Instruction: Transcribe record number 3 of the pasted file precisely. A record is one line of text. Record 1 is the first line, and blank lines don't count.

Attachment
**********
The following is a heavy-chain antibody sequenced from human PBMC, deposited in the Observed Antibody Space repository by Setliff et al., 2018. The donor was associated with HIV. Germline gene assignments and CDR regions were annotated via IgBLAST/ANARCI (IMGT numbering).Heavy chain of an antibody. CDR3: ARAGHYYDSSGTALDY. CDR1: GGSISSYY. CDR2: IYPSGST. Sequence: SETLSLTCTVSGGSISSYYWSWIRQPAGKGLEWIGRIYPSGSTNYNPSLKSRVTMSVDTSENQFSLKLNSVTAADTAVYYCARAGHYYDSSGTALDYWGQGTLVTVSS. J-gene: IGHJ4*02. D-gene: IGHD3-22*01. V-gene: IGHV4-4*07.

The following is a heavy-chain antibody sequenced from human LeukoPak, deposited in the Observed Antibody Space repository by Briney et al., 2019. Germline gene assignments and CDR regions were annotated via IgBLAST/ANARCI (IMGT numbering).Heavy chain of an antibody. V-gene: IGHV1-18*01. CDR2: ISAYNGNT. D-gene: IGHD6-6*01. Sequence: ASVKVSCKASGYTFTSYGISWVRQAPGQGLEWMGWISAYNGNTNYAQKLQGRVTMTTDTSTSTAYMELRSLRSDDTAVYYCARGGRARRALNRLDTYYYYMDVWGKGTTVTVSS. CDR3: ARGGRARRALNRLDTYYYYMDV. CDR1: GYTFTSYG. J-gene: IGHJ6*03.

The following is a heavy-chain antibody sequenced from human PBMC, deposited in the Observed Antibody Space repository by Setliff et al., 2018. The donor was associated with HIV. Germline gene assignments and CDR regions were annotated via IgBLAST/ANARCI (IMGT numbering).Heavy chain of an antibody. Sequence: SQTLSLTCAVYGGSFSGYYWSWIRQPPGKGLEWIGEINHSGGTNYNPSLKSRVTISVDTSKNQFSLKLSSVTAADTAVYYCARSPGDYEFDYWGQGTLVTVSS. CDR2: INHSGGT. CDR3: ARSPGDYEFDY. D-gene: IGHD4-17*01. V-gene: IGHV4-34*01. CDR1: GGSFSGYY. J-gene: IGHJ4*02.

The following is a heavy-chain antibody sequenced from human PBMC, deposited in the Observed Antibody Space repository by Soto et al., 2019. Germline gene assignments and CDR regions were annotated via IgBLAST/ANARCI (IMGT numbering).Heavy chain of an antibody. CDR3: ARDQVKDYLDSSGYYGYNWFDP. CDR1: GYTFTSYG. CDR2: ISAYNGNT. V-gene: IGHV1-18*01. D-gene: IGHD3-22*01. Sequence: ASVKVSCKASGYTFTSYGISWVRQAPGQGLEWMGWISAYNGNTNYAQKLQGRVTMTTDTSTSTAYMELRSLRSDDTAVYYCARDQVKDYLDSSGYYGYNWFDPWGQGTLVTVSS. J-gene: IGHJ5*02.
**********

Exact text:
The following is a heavy-chain antibody sequenced from human PBMC, deposited in the Observed Antibody Space repository by Setliff et al., 2018. The donor was associated with HIV. Germline gene assignments and CDR regions were annotated via IgBLAST/ANARCI (IMGT numbering).Heavy chain of an antibody. Sequence: SQTLSLTCAVYGGSFSGYYWSWIRQPPGKGLEWIGEINHSGGTNYNPSLKSRVTISVDTSKNQFSLKLSSVTAADTAVYYCARSPGDYEFDYWGQGTLVTVSS. CDR2: INHSGGT. CDR3: ARSPGDYEFDY. D-gene: IGHD4-17*01. V-gene: IGHV4-34*01. CDR1: GGSFSGYY. J-gene: IGHJ4*02.